The tiler explained that the particular type of tiles they had bought were extremely difficult to lay, and he offered to go back and re-lay any tiles that were laid incorrectly. However, the couple had lost confidence in the tiler and were not prepared to let him back into their home, as they were concerned he would made the tiles look worse. Maria and Andy lodged a claim at the NCAT for $9,000 being the cost of the tiles and labour.
On the day of the Conciliation and Hearing, the tiler attended with his partner who was a full-time carer for their one year old son. The tiler was very distressed and angry about the refusal by Maria and Andy to let him come back and fix the tiling as he was unemployed and did not have enough money to pay them.
The tiler’s partner and Maria decided to talk with each other, without their respective partners, to take the heat out of the situation. They both agreed the tiling work was faulty and had to be done again, but that it was probably not a good idea for the tiler to return to the job. Maria and the tiler’s partner agreed an amount of $6,000 should be paid by the tiler. They could not agree, however, about when and how the money would be paid.
The tiler said he could pay Maria and Andy the $6,000 however due to his financial situation it could only be done by instalments. The tiler and his partner had some savings which would enable them to pay an initial amount, and he expected to find work shortly which would ensure the balance was paid by regular instalments.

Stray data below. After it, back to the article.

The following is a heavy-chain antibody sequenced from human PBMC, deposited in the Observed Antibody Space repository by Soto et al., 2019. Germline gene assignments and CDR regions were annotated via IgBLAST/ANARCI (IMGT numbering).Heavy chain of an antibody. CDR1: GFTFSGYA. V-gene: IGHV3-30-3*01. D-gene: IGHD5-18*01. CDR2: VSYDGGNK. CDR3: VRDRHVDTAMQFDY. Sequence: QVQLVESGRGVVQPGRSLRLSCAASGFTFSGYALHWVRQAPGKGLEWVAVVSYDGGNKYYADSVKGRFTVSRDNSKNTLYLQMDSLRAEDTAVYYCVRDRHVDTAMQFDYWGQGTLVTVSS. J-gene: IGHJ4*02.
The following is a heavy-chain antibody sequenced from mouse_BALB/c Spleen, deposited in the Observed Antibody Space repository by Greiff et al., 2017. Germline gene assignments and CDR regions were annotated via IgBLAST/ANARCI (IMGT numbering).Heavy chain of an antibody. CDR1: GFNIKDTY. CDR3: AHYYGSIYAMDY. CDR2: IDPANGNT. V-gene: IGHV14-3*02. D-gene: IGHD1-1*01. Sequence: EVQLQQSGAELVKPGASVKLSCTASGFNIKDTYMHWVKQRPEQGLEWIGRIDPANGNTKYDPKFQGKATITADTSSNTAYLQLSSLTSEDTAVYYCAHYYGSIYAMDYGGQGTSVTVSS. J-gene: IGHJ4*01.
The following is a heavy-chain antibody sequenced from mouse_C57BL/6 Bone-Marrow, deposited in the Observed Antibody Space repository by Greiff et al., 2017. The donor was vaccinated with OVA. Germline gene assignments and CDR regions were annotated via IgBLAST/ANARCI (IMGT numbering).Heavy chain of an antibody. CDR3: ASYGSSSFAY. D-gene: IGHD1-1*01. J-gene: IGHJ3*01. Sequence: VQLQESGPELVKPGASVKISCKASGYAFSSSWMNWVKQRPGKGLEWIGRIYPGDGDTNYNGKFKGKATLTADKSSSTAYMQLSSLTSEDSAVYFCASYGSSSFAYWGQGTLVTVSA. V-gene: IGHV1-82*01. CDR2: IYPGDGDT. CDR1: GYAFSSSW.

This outcome came about because the parties were willing to understand each others’ situation. The discussion at the hearing venue allowed them to reach an agreement which would mean the tiler could afford to pay the amount outstanding. Had the matter gone to hearing and a money order been made, there was the possibility the order would send the tiler bankrupt. This could have resulted in Maria and Andy receiving no payment. The agreement also avoided a potentially long hearing. It was both cost effective and timely to reach agreement at conciliation.
Even if the conciliation process is unsuccessful, a partial agreement can help parties resolve their dispute more quickly.
Ali had lived in her rental property for 5 years when she needed to move due to work commitments. She gave notice to the real estate agency and, after vacating the property, applied for a rental bond refund. The real estate agency was notified and they lodged a rental bond application to NCAT claiming costs for cleaning and repairs.
At NCAT, Ali and the real estate agent were asked to attempt conciliation. During conciliation, it became clear that that agent had not spoken to Ali at all about the claim for cleaning and repair costs. Ali was in complete shock about the size of their claim, and the agent was not prepared to negotiate at all as he had strict instructions from the property owner. The Conciliator spent some time with the parties, giving them an opportunity to discuss the outgoing condition report and to discuss items which might be considered 'fair wear and tear' rather than damage.
The parties were unable to settle and the matter went to hearing before a Tribunal Member. Conciliation had given the parties a clearer understanding of the issues in dispute, and several aspects of the condition report were agreed upon. The Tribunal Member noted their agreement and the hearing was faster due to the partial agreement reached at conciliation. Both the agent and Ali felt they were able to present their case more clearly as a result of the conciliation process.
08 Sep 2022
We acknowledge the traditional owners and custodians of the land on which we work and we pay respect to the Elders, past, present and future.